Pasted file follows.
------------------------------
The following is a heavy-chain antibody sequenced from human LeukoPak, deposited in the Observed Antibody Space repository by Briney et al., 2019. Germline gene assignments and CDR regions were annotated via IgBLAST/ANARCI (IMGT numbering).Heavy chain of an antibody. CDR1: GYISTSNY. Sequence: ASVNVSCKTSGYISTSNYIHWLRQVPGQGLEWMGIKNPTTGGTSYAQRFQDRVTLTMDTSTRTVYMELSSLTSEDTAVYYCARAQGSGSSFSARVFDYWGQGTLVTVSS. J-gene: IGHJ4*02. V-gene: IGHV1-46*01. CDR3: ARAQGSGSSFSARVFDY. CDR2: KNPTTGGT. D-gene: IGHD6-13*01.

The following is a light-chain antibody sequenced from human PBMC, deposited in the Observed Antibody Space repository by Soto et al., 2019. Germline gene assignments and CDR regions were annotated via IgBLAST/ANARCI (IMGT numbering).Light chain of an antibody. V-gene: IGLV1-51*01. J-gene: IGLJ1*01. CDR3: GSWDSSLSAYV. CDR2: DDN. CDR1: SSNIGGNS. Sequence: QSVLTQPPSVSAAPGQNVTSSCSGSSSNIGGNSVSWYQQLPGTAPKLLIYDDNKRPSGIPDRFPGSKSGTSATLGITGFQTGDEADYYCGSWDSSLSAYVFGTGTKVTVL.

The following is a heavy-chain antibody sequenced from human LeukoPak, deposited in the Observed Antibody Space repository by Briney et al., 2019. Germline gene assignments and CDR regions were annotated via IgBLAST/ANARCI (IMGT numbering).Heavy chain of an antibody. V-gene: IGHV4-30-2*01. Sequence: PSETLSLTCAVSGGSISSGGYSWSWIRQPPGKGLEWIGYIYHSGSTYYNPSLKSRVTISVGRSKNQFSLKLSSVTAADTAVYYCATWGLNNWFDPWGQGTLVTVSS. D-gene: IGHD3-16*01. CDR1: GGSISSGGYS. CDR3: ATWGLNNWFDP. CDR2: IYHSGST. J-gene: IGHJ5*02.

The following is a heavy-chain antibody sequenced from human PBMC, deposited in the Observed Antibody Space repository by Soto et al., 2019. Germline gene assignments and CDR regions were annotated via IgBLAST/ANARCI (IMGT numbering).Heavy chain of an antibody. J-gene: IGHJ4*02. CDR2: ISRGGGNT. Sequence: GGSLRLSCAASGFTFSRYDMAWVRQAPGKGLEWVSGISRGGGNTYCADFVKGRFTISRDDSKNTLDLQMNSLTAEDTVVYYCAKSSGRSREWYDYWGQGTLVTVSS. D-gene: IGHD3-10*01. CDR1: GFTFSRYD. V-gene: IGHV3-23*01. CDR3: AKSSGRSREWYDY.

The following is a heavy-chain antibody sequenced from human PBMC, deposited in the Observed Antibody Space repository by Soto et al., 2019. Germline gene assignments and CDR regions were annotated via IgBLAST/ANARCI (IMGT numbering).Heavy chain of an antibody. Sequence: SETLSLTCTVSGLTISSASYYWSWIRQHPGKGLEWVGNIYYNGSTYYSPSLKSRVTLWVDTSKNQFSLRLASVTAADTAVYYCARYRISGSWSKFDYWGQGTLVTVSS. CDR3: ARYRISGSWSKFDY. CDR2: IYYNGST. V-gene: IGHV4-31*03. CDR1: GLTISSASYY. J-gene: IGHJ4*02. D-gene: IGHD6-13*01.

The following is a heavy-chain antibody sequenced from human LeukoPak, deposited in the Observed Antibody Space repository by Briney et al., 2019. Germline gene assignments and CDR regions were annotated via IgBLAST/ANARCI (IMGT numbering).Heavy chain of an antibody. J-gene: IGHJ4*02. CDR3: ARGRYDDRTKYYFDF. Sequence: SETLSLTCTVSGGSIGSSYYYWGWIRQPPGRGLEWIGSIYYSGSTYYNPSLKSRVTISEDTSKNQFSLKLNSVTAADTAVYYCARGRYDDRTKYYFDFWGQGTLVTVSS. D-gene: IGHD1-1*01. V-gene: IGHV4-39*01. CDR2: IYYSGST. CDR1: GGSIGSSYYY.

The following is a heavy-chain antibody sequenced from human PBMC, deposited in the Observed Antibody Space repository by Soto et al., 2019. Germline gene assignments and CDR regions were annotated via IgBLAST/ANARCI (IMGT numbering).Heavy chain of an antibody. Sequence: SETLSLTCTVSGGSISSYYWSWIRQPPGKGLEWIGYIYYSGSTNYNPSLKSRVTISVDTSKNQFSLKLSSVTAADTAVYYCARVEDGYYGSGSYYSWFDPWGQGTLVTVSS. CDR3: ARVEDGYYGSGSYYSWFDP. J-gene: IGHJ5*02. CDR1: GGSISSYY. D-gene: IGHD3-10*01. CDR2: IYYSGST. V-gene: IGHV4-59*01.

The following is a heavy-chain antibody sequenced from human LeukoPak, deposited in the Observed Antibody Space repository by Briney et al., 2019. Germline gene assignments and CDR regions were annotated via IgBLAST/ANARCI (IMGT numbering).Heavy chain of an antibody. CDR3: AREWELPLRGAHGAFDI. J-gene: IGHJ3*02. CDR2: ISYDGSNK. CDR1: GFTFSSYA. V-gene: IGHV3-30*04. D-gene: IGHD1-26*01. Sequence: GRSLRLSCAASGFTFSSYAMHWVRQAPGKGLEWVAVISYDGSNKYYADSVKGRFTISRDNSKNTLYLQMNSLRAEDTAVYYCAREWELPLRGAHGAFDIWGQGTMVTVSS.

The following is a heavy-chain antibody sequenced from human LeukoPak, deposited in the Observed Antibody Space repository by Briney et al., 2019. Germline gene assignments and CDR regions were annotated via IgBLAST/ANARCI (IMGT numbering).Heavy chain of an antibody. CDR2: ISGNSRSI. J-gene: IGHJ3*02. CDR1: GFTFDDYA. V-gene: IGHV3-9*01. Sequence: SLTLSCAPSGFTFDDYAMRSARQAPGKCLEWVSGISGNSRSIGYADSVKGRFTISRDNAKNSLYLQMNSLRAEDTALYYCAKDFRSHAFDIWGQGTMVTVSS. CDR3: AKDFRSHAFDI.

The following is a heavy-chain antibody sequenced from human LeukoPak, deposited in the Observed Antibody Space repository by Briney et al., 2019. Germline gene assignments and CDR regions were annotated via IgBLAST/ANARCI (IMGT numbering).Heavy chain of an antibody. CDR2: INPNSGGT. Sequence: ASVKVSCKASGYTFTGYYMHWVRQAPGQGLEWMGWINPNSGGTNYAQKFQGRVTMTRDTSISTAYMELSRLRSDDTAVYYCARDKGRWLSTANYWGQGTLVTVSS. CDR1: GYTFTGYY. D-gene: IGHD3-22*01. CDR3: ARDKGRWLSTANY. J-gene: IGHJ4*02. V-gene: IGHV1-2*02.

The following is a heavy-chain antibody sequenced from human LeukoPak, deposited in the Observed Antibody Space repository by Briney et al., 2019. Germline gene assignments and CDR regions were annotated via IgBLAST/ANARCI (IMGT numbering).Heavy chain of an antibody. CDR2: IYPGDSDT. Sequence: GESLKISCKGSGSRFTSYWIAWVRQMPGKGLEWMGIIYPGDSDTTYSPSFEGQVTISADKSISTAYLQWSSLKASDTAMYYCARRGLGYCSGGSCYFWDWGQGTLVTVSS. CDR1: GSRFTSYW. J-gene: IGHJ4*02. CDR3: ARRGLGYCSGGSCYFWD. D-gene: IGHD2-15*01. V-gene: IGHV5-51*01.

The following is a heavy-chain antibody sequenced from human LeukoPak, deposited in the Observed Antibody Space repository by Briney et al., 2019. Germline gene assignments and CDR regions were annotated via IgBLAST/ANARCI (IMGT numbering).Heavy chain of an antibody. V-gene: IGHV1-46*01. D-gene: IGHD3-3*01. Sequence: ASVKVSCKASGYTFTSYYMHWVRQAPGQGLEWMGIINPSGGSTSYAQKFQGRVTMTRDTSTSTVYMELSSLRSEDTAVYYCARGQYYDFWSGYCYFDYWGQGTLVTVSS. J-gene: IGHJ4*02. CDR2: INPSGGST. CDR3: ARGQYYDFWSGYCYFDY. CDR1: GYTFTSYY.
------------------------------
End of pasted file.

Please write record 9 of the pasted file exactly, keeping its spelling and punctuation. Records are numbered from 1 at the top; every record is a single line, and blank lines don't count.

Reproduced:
The following is a heavy-chain antibody sequenced from human LeukoPak, deposited in the Observed Antibody Space repository by Briney et al., 2019. Germline gene assignments and CDR regions were annotated via IgBLAST/ANARCI (IMGT numbering).Heavy chain of an antibody. CDR2: ISGNSRSI. J-gene: IGHJ3*02. CDR1: GFTFDDYA. V-gene: IGHV3-9*01. Sequence: SLTLSCAPSGFTFDDYAMRSARQAPGKCLEWVSGISGNSRSIGYADSVKGRFTISRDNAKNSLYLQMNSLRAEDTALYYCAKDFRSHAFDIWGQGTMVTVSS. CDR3: AKDFRSHAFDI.